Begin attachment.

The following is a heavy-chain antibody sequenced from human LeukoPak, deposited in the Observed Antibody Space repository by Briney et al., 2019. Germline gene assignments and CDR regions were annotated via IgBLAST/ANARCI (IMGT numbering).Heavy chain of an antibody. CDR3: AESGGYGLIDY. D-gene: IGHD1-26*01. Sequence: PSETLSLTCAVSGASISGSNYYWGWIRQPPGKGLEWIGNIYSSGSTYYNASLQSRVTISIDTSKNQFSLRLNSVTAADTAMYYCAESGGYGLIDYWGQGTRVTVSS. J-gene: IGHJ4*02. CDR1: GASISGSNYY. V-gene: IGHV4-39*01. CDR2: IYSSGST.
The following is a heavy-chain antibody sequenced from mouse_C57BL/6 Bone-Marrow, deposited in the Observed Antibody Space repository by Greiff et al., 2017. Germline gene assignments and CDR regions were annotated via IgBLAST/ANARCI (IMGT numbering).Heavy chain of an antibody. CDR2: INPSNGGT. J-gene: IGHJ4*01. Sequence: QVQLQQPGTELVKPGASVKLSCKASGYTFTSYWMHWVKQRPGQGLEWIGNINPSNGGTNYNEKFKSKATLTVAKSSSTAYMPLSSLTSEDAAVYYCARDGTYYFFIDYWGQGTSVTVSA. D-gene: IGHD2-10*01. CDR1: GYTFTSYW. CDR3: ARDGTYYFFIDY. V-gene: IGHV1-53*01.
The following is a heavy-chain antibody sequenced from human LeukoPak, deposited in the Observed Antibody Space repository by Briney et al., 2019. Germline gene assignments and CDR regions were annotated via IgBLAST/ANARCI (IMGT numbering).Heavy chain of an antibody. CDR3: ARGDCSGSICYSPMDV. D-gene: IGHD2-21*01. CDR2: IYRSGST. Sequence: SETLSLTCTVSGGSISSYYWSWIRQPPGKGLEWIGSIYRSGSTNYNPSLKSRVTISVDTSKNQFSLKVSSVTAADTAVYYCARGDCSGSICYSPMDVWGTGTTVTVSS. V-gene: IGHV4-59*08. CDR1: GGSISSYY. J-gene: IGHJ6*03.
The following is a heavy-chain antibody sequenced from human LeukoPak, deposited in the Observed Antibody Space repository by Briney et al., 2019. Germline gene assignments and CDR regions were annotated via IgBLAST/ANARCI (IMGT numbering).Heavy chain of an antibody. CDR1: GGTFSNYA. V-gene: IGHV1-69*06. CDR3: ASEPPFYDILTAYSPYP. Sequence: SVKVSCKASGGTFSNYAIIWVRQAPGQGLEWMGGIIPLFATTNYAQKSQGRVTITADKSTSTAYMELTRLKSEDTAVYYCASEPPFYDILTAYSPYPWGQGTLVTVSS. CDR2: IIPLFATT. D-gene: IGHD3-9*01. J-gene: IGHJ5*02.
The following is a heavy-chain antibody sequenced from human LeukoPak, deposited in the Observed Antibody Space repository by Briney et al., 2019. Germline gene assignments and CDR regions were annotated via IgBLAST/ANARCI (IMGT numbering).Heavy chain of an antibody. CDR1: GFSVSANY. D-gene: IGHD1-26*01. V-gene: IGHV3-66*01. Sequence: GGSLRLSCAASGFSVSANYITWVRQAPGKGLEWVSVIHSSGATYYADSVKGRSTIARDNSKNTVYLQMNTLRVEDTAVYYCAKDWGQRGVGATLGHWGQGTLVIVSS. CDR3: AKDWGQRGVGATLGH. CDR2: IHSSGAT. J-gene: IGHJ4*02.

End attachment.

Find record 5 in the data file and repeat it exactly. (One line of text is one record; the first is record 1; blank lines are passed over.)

The following is a heavy-chain antibody sequenced from human LeukoPak, deposited in the Observed Antibody Space repository by Briney et al., 2019. Germline gene assignments and CDR regions were annotated via IgBLAST/ANARCI (IMGT numbering).Heavy chain of an antibody. CDR1: GFSVSANY. D-gene: IGHD1-26*01. V-gene: IGHV3-66*01. Sequence: GGSLRLSCAASGFSVSANYITWVRQAPGKGLEWVSVIHSSGATYYADSVKGRSTIARDNSKNTVYLQMNTLRVEDTAVYYCAKDWGQRGVGATLGHWGQGTLVIVSS. CDR3: AKDWGQRGVGATLGH. CDR2: IHSSGAT. J-gene: IGHJ4*02.